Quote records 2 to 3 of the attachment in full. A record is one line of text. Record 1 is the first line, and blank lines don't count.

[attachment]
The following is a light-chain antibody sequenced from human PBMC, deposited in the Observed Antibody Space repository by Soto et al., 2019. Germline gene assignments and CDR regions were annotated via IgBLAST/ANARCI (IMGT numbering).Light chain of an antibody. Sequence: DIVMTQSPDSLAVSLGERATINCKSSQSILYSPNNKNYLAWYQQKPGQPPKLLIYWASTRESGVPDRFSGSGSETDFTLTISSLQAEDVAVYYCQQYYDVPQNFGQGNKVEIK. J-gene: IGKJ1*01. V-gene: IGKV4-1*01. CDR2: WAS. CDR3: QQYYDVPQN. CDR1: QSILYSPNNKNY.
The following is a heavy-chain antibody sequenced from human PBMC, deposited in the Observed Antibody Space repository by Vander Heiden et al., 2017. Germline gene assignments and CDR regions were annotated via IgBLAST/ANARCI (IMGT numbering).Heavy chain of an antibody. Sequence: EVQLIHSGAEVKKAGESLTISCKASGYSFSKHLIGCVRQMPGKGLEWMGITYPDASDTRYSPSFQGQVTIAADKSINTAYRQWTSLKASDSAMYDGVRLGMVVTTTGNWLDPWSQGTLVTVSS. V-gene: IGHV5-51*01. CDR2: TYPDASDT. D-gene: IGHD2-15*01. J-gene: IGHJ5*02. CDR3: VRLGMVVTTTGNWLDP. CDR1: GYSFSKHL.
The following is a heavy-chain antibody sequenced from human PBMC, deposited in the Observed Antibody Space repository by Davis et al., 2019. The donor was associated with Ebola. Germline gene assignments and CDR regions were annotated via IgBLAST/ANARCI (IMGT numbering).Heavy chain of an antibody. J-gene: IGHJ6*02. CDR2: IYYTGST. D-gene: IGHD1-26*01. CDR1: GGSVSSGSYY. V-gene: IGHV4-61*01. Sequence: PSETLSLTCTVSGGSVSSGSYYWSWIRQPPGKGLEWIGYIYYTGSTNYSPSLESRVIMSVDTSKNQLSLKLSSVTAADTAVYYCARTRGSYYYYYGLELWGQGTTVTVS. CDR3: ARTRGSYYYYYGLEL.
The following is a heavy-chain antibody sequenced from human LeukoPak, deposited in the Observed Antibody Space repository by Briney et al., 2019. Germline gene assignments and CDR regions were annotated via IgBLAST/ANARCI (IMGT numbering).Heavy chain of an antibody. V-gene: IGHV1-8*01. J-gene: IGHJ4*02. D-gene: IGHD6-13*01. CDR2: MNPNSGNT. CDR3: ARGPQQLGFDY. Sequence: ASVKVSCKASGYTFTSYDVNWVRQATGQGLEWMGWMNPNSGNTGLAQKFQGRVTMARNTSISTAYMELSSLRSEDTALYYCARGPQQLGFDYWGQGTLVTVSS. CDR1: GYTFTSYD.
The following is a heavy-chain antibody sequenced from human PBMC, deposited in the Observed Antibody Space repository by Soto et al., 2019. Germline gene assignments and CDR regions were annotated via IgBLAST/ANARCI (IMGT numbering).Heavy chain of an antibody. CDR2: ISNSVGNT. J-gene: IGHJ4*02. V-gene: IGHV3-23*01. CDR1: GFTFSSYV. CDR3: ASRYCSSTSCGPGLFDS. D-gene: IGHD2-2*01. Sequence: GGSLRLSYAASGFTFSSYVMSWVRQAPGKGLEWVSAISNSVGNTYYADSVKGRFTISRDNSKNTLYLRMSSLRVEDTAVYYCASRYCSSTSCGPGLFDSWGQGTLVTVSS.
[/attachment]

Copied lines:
The following is a heavy-chain antibody sequenced from human PBMC, deposited in the Observed Antibody Space repository by Vander Heiden et al., 2017. Germline gene assignments and CDR regions were annotated via IgBLAST/ANARCI (IMGT numbering).Heavy chain of an antibody. Sequence: EVQLIHSGAEVKKAGESLTISCKASGYSFSKHLIGCVRQMPGKGLEWMGITYPDASDTRYSPSFQGQVTIAADKSINTAYRQWTSLKASDSAMYDGVRLGMVVTTTGNWLDPWSQGTLVTVSS. V-gene: IGHV5-51*01. CDR2: TYPDASDT. D-gene: IGHD2-15*01. J-gene: IGHJ5*02. CDR3: VRLGMVVTTTGNWLDP. CDR1: GYSFSKHL.
The following is a heavy-chain antibody sequenced from human PBMC, deposited in the Observed Antibody Space repository by Davis et al., 2019. The donor was associated with Ebola. Germline gene assignments and CDR regions were annotated via IgBLAST/ANARCI (IMGT numbering).Heavy chain of an antibody. J-gene: IGHJ6*02. CDR2: IYYTGST. D-gene: IGHD1-26*01. CDR1: GGSVSSGSYY. V-gene: IGHV4-61*01. Sequence: PSETLSLTCTVSGGSVSSGSYYWSWIRQPPGKGLEWIGYIYYTGSTNYSPSLESRVIMSVDTSKNQLSLKLSSVTAADTAVYYCARTRGSYYYYYGLELWGQGTTVTVS. CDR3: ARTRGSYYYYYGLEL.